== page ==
Vertonghen’s powerful free kick (could Myhill have done better with it?) in the last ten minutes probably gave the scoreline more of a look which reflected the balance of play, but, not for the first time, they were helped by a referee who may have got the major decision of the game right, but got so many other things wrong. If you look through the entries to this blog, I think it’s fair to say that you won’t find that many which are critical of match officials (I’m not saying they aren’t there, but I’d be surprised if they amounted to more than, say, 20% of the match reports I’ve done), but last night was the third game I’ve watched in the flesh in the past six days and each time I got the distinct impression that the referees generally favoured the side playing the one I was supporting. Andy D’Urso was useless in the Wolves match, whoever it was who reffed the Under 21 game with QPR felt that he had to blow his whistle (mostly against City) every thirty seconds and Mr Johannesson certainly didn’t endear himself to home supporters with his uneven interpretations of the law – choosing to ignore a push (arguably inside the penalty area) by Kompany on Simon Church, yet penalising Ramsey for a nothing challenge on Lukaku for the free kick which produced Belgium’s second goal being just two examples.
The very impressive Belgian support lapped up their sides win (good on them for the Gary Speed banner unfurled before the game as well) and I think there has to be every chance that they’ll be watching the side play in Brazil in 2014, but it’s not so long ago when this much hyped and still young team they support was thought of in a completely different way by their fans. Less than three years ago, I wrote a piece on here (it’s below the one about my all time best Welsh team) using Belgium as an example of unfulfilled promise and, if you don’t want to read my ramblings, I’d urge you to at least have a look at the Guardian article I put a link to outlining what a shambles Belgian football was at that time. Obviously, it would appear that their gifted group of young players have sorted themselves out in the intervening period, but, apart from Hazard who is still very young, most of them were at the same sort of age back in 2009 which Wales’ better players (Craig Bellamy apart) are now. This is still a very young Welsh team and, even if it’s not going to be for the 2014 World Cup, I can see them qualifying, or coming very close to doing so, for a major tournament in the next eight years or so – being able to get something like our strongest team out onto the pitch would certainly help in this regard mind.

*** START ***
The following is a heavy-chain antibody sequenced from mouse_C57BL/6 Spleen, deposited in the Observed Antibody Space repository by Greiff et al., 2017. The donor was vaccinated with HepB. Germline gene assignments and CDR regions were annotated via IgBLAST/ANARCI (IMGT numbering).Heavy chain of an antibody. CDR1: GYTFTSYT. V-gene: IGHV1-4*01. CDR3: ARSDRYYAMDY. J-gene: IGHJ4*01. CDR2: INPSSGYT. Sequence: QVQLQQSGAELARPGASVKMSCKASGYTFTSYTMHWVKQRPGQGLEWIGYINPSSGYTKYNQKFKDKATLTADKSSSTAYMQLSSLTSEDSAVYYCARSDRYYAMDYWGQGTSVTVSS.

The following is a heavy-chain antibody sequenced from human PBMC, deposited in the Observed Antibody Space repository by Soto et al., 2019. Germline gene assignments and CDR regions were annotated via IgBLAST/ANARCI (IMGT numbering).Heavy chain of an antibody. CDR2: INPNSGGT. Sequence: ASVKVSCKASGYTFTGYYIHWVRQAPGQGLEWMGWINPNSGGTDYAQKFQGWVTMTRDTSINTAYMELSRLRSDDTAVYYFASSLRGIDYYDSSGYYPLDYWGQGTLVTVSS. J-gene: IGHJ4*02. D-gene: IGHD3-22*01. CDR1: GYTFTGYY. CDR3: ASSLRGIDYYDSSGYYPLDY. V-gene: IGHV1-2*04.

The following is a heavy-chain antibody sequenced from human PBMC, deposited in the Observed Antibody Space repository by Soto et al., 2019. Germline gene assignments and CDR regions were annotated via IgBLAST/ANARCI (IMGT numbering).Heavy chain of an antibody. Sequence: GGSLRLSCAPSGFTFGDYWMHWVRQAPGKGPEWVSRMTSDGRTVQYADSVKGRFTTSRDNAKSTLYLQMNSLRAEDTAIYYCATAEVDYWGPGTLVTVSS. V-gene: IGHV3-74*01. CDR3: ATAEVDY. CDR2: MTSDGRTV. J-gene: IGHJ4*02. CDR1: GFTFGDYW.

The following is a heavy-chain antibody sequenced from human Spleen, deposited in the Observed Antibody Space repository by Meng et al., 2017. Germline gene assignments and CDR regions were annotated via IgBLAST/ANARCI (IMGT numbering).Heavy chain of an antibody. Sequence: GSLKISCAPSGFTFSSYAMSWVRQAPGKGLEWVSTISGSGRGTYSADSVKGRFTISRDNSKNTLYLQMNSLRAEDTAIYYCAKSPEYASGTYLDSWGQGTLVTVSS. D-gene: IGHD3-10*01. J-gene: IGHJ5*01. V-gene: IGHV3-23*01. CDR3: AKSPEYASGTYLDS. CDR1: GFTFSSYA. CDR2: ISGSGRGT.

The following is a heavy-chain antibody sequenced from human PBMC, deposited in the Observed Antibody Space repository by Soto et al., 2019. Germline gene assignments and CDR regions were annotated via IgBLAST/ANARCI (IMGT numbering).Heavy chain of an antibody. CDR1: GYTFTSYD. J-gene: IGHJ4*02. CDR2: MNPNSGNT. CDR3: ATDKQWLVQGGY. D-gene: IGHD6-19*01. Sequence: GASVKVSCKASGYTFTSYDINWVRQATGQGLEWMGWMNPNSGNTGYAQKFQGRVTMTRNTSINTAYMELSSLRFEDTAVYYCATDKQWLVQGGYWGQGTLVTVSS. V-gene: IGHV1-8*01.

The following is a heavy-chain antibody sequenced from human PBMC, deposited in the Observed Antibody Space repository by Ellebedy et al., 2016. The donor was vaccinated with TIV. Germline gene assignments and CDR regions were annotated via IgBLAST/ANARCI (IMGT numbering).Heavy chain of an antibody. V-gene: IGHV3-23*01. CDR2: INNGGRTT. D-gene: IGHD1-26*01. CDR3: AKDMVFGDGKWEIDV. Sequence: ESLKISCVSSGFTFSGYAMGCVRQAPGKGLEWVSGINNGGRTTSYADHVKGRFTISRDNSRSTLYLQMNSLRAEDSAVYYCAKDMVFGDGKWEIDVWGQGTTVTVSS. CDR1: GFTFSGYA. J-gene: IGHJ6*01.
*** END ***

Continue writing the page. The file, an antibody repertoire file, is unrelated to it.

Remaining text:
Yes, experience does count for a lot in football, yet it was, arguably, the most experienced player in last night’s Welsh team who made the sort of mistake which you could never see the likes of Matthews, Taylor, Williams, Allen, Ramsey and Bale (amongst others) making. It’s now almost seven and a half years since James Collins left City, this is his eighth season at Premiership level and, for all but the first of those, he’s been a first team regular wherever he has played. Although he’s looked more fallible lately, I’d say that, generally speaking, he’s established himself as a good, if by no means great, performer in the Premiership and yet, he’s become an accident waiting to happen for his country. To me, this proves that, although the Sky hype would never have you believe it, there is still quite a jump in standards between club and international football – Collins doesn’t seem to be able to handle it, but I’m still confident that the six players I mentioned earlier in this paragraph can (and I believe there are a few others who can join them), the future for the Welsh team is still bright, but, having had to wait for so long to see their team deliver, it might be that supporters will have to stay patient for a little while longer.